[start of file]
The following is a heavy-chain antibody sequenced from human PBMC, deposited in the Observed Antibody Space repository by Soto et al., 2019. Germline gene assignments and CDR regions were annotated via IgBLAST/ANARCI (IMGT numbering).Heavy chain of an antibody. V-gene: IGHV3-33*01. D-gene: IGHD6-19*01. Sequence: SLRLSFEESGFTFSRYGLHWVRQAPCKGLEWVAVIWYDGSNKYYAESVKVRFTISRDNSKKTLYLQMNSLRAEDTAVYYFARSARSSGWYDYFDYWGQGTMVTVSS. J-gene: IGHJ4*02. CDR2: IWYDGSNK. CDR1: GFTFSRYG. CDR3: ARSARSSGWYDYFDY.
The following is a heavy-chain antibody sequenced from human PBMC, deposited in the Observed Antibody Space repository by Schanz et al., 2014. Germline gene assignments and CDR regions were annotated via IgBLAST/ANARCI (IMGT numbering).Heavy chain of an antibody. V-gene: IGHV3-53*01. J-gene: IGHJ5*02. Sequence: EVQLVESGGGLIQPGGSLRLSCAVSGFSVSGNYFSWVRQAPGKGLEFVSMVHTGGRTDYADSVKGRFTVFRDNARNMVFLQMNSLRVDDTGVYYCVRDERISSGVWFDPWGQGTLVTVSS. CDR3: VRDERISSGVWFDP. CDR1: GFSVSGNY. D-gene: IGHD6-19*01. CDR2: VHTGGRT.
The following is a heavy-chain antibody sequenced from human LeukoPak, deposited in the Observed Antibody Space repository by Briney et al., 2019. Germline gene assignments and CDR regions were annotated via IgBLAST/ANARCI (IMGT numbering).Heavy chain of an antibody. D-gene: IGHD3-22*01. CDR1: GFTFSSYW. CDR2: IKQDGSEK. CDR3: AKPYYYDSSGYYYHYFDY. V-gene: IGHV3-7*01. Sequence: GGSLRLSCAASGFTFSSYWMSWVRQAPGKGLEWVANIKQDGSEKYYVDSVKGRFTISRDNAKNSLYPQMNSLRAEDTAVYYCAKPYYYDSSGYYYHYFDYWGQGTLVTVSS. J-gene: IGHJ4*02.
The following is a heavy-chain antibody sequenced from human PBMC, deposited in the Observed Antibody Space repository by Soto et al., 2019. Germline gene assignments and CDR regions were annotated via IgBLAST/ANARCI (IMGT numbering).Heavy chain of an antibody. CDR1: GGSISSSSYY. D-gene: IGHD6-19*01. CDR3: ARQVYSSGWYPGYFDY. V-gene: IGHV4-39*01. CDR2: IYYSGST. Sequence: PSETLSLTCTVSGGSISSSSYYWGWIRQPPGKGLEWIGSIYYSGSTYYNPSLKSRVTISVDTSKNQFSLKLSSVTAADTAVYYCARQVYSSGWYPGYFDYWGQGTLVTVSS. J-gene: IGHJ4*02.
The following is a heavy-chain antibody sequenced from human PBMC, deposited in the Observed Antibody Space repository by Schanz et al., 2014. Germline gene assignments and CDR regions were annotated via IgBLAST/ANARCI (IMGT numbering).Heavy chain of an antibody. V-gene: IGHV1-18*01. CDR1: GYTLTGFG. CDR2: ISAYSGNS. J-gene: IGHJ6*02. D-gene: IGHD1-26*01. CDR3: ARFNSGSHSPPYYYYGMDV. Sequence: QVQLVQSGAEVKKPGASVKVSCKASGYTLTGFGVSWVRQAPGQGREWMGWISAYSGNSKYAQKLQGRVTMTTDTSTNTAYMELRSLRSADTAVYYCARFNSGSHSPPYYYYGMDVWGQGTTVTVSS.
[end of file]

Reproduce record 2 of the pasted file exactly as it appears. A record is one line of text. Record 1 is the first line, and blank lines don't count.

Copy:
The following is a heavy-chain antibody sequenced from human PBMC, deposited in the Observed Antibody Space repository by Schanz et al., 2014. Germline gene assignments and CDR regions were annotated via IgBLAST/ANARCI (IMGT numbering).Heavy chain of an antibody. V-gene: IGHV3-53*01. J-gene: IGHJ5*02. Sequence: EVQLVESGGGLIQPGGSLRLSCAVSGFSVSGNYFSWVRQAPGKGLEFVSMVHTGGRTDYADSVKGRFTVFRDNARNMVFLQMNSLRVDDTGVYYCVRDERISSGVWFDPWGQGTLVTVSS. CDR3: VRDERISSGVWFDP. CDR1: GFSVSGNY. D-gene: IGHD6-19*01. CDR2: VHTGGRT.